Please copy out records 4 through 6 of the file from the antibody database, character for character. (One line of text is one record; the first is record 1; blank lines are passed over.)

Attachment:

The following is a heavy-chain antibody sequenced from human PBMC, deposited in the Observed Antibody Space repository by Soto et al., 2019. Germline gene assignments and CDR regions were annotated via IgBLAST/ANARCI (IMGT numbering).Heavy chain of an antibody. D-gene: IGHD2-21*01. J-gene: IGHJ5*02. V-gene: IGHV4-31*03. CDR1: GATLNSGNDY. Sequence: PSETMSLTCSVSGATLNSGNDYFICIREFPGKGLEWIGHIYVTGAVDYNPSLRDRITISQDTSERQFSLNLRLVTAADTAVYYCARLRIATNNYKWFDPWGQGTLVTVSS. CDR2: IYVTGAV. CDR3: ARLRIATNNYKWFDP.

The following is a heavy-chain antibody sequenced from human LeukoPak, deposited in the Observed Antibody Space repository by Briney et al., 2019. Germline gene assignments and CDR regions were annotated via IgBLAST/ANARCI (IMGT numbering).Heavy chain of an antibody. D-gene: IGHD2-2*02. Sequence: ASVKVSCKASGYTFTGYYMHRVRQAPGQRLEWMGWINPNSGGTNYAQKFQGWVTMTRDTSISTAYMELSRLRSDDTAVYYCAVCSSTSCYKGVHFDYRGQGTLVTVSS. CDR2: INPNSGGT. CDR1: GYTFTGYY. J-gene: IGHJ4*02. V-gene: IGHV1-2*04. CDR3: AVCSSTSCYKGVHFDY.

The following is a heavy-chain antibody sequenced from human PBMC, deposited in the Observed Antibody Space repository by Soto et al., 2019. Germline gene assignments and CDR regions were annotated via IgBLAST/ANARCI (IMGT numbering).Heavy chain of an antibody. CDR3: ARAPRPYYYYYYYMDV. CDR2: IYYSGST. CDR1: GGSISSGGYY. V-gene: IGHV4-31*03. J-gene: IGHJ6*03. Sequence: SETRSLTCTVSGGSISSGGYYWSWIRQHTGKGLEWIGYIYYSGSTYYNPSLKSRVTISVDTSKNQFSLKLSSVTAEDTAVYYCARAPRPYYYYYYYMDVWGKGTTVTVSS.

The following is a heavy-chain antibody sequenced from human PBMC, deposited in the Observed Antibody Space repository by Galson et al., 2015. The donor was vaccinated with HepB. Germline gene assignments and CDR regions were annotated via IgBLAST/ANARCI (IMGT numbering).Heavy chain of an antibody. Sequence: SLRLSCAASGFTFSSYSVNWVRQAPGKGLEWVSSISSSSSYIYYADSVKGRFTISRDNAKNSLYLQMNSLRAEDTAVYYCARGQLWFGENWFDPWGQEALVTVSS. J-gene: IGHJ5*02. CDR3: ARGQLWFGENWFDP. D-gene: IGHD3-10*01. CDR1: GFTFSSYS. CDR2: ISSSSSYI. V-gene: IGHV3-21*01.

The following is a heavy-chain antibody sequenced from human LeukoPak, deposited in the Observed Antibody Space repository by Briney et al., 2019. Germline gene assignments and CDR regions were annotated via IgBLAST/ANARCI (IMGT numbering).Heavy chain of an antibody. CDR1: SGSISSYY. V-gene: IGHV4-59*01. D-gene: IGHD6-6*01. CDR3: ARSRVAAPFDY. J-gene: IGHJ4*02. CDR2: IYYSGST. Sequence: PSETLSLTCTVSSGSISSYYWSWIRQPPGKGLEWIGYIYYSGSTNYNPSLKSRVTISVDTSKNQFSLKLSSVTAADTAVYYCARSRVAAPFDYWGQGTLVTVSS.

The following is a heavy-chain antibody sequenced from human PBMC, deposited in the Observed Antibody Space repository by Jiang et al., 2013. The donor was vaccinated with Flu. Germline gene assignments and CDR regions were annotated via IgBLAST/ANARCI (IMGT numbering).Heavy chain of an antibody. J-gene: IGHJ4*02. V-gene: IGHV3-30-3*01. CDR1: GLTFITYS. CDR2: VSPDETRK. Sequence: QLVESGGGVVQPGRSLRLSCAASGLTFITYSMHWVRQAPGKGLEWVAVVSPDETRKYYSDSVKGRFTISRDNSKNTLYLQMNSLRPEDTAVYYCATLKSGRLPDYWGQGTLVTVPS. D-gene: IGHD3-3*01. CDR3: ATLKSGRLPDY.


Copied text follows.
The following is a heavy-chain antibody sequenced from human PBMC, deposited in the Observed Antibody Space repository by Galson et al., 2015. The donor was vaccinated with HepB. Germline gene assignments and CDR regions were annotated via IgBLAST/ANARCI (IMGT numbering).Heavy chain of an antibody. Sequence: SLRLSCAASGFTFSSYSVNWVRQAPGKGLEWVSSISSSSSYIYYADSVKGRFTISRDNAKNSLYLQMNSLRAEDTAVYYCARGQLWFGENWFDPWGQEALVTVSS. J-gene: IGHJ5*02. CDR3: ARGQLWFGENWFDP. D-gene: IGHD3-10*01. CDR1: GFTFSSYS. CDR2: ISSSSSYI. V-gene: IGHV3-21*01.

The following is a heavy-chain antibody sequenced from human LeukoPak, deposited in the Observed Antibody Space repository by Briney et al., 2019. Germline gene assignments and CDR regions were annotated via IgBLAST/ANARCI (IMGT numbering).Heavy chain of an antibody. CDR1: SGSISSYY. V-gene: IGHV4-59*01. D-gene: IGHD6-6*01. CDR3: ARSRVAAPFDY. J-gene: IGHJ4*02. CDR2: IYYSGST. Sequence: PSETLSLTCTVSSGSISSYYWSWIRQPPGKGLEWIGYIYYSGSTNYNPSLKSRVTISVDTSKNQFSLKLSSVTAADTAVYYCARSRVAAPFDYWGQGTLVTVSS.

The following is a heavy-chain antibody sequenced from human PBMC, deposited in the Observed Antibody Space repository by Jiang et al., 2013. The donor was vaccinated with Flu. Germline gene assignments and CDR regions were annotated via IgBLAST/ANARCI (IMGT numbering).Heavy chain of an antibody. J-gene: IGHJ4*02. V-gene: IGHV3-30-3*01. CDR1: GLTFITYS. CDR2: VSPDETRK. Sequence: QLVESGGGVVQPGRSLRLSCAASGLTFITYSMHWVRQAPGKGLEWVAVVSPDETRKYYSDSVKGRFTISRDNSKNTLYLQMNSLRPEDTAVYYCATLKSGRLPDYWGQGTLVTVPS. D-gene: IGHD3-3*01. CDR3: ATLKSGRLPDY.